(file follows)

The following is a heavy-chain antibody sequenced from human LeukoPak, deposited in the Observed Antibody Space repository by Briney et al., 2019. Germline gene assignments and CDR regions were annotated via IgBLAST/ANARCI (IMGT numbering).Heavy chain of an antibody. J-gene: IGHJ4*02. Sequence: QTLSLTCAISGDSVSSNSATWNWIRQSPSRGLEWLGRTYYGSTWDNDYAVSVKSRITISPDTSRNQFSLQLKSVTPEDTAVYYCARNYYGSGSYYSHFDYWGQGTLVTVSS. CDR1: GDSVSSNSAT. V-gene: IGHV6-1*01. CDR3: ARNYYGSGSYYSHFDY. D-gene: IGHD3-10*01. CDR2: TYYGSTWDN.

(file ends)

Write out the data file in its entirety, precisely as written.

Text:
The following is a heavy-chain antibody sequenced from human LeukoPak, deposited in the Observed Antibody Space repository by Briney et al., 2019. Germline gene assignments and CDR regions were annotated via IgBLAST/ANARCI (IMGT numbering).Heavy chain of an antibody. J-gene: IGHJ4*02. Sequence: QTLSLTCAISGDSVSSNSATWNWIRQSPSRGLEWLGRTYYGSTWDNDYAVSVKSRITISPDTSRNQFSLQLKSVTPEDTAVYYCARNYYGSGSYYSHFDYWGQGTLVTVSS. CDR1: GDSVSSNSAT. V-gene: IGHV6-1*01. CDR3: ARNYYGSGSYYSHFDY. D-gene: IGHD3-10*01. CDR2: TYYGSTWDN.